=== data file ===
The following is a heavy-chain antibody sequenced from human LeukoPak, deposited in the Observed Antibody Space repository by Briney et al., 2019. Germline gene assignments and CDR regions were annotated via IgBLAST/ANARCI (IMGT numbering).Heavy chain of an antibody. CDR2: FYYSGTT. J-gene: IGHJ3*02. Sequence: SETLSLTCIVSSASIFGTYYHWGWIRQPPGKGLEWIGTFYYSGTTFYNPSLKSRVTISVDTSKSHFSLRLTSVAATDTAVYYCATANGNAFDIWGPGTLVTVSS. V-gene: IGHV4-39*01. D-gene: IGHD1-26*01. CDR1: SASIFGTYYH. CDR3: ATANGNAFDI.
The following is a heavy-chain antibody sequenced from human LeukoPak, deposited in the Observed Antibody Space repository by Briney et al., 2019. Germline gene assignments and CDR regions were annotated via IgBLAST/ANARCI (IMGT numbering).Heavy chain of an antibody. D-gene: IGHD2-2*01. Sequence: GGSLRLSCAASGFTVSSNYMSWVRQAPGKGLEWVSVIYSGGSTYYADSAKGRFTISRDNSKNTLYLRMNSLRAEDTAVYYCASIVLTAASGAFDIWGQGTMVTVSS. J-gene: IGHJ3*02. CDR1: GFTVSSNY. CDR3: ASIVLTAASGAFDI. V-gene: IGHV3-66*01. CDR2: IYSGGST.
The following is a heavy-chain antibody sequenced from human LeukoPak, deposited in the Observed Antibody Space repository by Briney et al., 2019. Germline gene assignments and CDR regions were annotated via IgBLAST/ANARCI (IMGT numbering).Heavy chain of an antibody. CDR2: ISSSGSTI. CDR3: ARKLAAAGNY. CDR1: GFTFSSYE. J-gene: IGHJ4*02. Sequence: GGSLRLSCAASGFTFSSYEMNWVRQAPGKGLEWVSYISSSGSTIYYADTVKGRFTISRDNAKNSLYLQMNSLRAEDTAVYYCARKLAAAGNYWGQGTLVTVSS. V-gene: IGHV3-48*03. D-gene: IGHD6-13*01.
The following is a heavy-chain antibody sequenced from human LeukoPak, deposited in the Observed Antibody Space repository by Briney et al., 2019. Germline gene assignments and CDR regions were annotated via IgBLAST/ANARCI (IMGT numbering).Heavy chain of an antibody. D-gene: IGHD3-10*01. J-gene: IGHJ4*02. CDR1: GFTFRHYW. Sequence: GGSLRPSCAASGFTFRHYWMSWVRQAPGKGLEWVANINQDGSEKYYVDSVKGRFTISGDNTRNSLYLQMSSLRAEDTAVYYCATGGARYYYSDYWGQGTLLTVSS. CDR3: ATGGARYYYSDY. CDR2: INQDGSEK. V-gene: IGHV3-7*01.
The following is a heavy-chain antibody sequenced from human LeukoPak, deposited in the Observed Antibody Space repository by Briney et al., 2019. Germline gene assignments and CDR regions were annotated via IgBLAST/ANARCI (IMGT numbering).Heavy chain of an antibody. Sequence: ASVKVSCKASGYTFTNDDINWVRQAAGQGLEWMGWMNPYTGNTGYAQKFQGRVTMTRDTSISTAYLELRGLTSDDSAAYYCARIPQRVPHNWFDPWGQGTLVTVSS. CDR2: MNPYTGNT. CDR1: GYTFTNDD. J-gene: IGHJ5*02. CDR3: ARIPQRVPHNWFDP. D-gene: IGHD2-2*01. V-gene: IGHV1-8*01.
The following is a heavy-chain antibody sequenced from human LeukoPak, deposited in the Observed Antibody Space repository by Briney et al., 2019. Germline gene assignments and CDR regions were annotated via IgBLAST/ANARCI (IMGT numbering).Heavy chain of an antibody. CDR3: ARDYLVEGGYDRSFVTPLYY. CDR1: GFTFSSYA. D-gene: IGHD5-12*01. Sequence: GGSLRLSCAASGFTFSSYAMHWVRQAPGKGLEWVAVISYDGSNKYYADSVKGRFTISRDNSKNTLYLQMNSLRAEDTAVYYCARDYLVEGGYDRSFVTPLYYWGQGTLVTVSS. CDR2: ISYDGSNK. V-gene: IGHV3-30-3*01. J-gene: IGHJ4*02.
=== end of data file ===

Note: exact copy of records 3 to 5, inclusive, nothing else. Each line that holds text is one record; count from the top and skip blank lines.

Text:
The following is a heavy-chain antibody sequenced from human LeukoPak, deposited in the Observed Antibody Space repository by Briney et al., 2019. Germline gene assignments and CDR regions were annotated via IgBLAST/ANARCI (IMGT numbering).Heavy chain of an antibody. CDR2: ISSSGSTI. CDR3: ARKLAAAGNY. CDR1: GFTFSSYE. J-gene: IGHJ4*02. Sequence: GGSLRLSCAASGFTFSSYEMNWVRQAPGKGLEWVSYISSSGSTIYYADTVKGRFTISRDNAKNSLYLQMNSLRAEDTAVYYCARKLAAAGNYWGQGTLVTVSS. V-gene: IGHV3-48*03. D-gene: IGHD6-13*01.
The following is a heavy-chain antibody sequenced from human LeukoPak, deposited in the Observed Antibody Space repository by Briney et al., 2019. Germline gene assignments and CDR regions were annotated via IgBLAST/ANARCI (IMGT numbering).Heavy chain of an antibody. D-gene: IGHD3-10*01. J-gene: IGHJ4*02. CDR1: GFTFRHYW. Sequence: GGSLRPSCAASGFTFRHYWMSWVRQAPGKGLEWVANINQDGSEKYYVDSVKGRFTISGDNTRNSLYLQMSSLRAEDTAVYYCATGGARYYYSDYWGQGTLLTVSS. CDR3: ATGGARYYYSDY. CDR2: INQDGSEK. V-gene: IGHV3-7*01.
The following is a heavy-chain antibody sequenced from human LeukoPak, deposited in the Observed Antibody Space repository by Briney et al., 2019. Germline gene assignments and CDR regions were annotated via IgBLAST/ANARCI (IMGT numbering).Heavy chain of an antibody. Sequence: ASVKVSCKASGYTFTNDDINWVRQAAGQGLEWMGWMNPYTGNTGYAQKFQGRVTMTRDTSISTAYLELRGLTSDDSAAYYCARIPQRVPHNWFDPWGQGTLVTVSS. CDR2: MNPYTGNT. CDR1: GYTFTNDD. J-gene: IGHJ5*02. CDR3: ARIPQRVPHNWFDP. D-gene: IGHD2-2*01. V-gene: IGHV1-8*01.